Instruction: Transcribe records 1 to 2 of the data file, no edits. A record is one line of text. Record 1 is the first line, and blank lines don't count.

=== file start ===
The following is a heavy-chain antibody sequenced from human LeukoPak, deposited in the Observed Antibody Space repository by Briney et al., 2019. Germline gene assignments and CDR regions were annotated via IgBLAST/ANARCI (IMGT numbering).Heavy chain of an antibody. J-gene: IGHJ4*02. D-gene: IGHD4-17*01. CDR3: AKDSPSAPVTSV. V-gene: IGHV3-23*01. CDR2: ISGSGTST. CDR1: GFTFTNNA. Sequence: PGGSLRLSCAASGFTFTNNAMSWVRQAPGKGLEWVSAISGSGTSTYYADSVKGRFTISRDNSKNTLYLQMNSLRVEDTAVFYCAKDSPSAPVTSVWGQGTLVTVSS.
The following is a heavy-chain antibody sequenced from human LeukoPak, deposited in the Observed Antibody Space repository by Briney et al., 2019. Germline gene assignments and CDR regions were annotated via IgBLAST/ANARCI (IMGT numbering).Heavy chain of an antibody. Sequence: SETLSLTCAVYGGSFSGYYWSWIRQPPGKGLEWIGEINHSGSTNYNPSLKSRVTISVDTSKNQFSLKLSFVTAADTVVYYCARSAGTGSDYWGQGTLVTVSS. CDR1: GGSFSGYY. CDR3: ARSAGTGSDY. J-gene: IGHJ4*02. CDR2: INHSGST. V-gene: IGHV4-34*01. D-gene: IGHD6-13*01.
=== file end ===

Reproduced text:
The following is a heavy-chain antibody sequenced from human LeukoPak, deposited in the Observed Antibody Space repository by Briney et al., 2019. Germline gene assignments and CDR regions were annotated via IgBLAST/ANARCI (IMGT numbering).Heavy chain of an antibody. J-gene: IGHJ4*02. D-gene: IGHD4-17*01. CDR3: AKDSPSAPVTSV. V-gene: IGHV3-23*01. CDR2: ISGSGTST. CDR1: GFTFTNNA. Sequence: PGGSLRLSCAASGFTFTNNAMSWVRQAPGKGLEWVSAISGSGTSTYYADSVKGRFTISRDNSKNTLYLQMNSLRVEDTAVFYCAKDSPSAPVTSVWGQGTLVTVSS.
The following is a heavy-chain antibody sequenced from human LeukoPak, deposited in the Observed Antibody Space repository by Briney et al., 2019. Germline gene assignments and CDR regions were annotated via IgBLAST/ANARCI (IMGT numbering).Heavy chain of an antibody. Sequence: SETLSLTCAVYGGSFSGYYWSWIRQPPGKGLEWIGEINHSGSTNYNPSLKSRVTISVDTSKNQFSLKLSFVTAADTVVYYCARSAGTGSDYWGQGTLVTVSS. CDR1: GGSFSGYY. CDR3: ARSAGTGSDY. J-gene: IGHJ4*02. CDR2: INHSGST. V-gene: IGHV4-34*01. D-gene: IGHD6-13*01.